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Researchers engineer self-clearing glaucoma drainage device

12/02/2019By Myles Hume
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US biomedical researchers have developed a self-clearing glaucoma drainage device that uses vibration technology to disperse harmful micro-organisms.

The implanted drainage device consists of built-in micro-actuators that vibrate through the introduction of an external magnetic field. The movement “shakes loose” biomaterials that build up and block the drainage system, ensuring patients maintain optimum intraocular pressure (IOP) levels while eliminating the need for further surgical intervention.

According to the University of Purdue research team, while glaucoma drainage devices have been used to manage IOP for the past 40 years, 15% fail within three years and more than 29% falter within five years. Clinical studies have shown up to 10% of glaucoma patients require additional medication and surgery because of tube blockage, also known as biofouling.

Hyowon Lee
Hyowon Lee
“It is able to clear itself of harmful bio-buildup. This is a giant leap toward personalised medicine.”
Hyowon Lee, University of Purdue

"Typically, implantable devices are made from hydrophobic polymer materials that have high affinity for particular proteins, which adsorb on to the device surface within minutes of implantation. Once it forms, the proteinaceous layer triggers an inflammatory response that can lead to premature device failure.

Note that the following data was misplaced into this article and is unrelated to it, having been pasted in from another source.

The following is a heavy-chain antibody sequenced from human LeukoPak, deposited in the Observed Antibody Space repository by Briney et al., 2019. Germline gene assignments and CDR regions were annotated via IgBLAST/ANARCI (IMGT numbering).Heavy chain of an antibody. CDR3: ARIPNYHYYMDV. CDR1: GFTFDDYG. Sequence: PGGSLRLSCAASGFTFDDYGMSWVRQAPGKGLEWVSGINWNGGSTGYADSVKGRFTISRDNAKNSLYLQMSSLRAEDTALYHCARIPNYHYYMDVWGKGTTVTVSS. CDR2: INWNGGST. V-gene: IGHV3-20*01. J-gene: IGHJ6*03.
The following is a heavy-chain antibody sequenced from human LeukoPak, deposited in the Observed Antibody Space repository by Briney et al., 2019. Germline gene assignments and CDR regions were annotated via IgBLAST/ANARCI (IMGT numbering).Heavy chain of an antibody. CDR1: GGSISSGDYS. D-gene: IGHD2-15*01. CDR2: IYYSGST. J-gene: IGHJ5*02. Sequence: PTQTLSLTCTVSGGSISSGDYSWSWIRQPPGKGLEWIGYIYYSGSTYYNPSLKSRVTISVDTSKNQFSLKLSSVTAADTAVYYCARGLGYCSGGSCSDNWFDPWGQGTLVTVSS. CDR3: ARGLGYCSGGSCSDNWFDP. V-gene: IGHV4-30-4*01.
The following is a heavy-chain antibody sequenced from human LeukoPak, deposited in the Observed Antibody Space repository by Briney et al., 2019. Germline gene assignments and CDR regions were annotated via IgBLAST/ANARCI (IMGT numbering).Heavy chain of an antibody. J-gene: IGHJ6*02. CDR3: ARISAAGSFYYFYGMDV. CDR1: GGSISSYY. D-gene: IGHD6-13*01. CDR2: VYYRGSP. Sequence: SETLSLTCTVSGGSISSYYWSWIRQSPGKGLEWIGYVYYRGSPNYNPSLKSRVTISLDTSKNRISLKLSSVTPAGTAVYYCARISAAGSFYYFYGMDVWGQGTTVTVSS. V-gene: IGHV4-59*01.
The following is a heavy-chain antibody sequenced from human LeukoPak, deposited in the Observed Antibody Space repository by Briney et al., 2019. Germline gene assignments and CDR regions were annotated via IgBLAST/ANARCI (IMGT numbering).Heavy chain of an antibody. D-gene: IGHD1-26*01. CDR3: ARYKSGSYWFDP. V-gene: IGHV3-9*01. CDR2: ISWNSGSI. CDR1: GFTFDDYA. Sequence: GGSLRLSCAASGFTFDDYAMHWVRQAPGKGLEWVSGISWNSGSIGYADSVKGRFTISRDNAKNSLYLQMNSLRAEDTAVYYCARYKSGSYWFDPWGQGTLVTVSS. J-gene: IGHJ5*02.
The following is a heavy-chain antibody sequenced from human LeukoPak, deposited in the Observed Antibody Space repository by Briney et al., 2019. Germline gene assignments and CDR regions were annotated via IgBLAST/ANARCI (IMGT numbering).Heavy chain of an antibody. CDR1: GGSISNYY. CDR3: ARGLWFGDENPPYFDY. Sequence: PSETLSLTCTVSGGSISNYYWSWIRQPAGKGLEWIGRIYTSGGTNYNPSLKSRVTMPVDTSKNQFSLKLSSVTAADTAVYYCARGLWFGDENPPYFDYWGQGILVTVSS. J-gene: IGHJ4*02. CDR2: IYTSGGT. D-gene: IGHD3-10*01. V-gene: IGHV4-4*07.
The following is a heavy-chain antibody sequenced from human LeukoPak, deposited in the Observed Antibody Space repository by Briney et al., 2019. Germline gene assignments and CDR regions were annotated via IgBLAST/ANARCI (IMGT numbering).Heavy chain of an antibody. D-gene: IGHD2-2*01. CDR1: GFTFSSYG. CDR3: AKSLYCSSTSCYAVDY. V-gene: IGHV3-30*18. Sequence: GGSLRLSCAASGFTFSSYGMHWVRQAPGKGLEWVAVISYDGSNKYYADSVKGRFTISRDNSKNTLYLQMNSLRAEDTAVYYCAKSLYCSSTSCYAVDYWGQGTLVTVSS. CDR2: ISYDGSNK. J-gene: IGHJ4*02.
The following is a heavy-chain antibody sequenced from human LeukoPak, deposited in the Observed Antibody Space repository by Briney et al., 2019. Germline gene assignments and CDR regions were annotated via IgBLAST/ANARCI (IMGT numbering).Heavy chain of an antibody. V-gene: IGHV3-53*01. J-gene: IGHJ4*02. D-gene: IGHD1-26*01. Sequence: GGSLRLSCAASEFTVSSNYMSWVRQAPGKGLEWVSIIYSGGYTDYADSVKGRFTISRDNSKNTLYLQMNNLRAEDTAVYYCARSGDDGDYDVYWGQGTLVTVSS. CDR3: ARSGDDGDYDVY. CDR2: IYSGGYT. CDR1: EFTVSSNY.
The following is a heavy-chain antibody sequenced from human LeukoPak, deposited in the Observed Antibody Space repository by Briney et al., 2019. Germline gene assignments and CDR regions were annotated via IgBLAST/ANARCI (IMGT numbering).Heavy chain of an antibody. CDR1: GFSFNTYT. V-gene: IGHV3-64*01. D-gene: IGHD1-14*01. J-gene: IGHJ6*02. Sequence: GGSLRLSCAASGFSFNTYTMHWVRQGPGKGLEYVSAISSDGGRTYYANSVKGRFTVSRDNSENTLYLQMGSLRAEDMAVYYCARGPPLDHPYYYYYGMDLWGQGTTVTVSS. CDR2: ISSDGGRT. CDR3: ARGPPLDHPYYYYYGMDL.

“We created a new drainage device that combats this problem of build-up by using advances in microtechnology,” Assistant Professor Hyowon Lee from the university’s Weldon School of Biomedical Engineering said.

“It is able to clear itself of harmful bio-buildup. This is a giant leap toward personalised medicine. We can introduce the magnetic field from outside the body at any time to essentially give the device a refresh. Our on-demand technology allows for a more reliable, safe and effective implant for treating glaucoma.”

The device, which features in the latest issue of Microsystems and Nanoengineering, also has the ability to vary flow resistance. This allows the drainage technology to customise treatment for each patient at different stages of glaucoma with varying degrees of IOP.

The research team is working with the Purdue Office of Technology Commercialization to patent the technology, which is currently seeking potential partners interested in licensing the technology.

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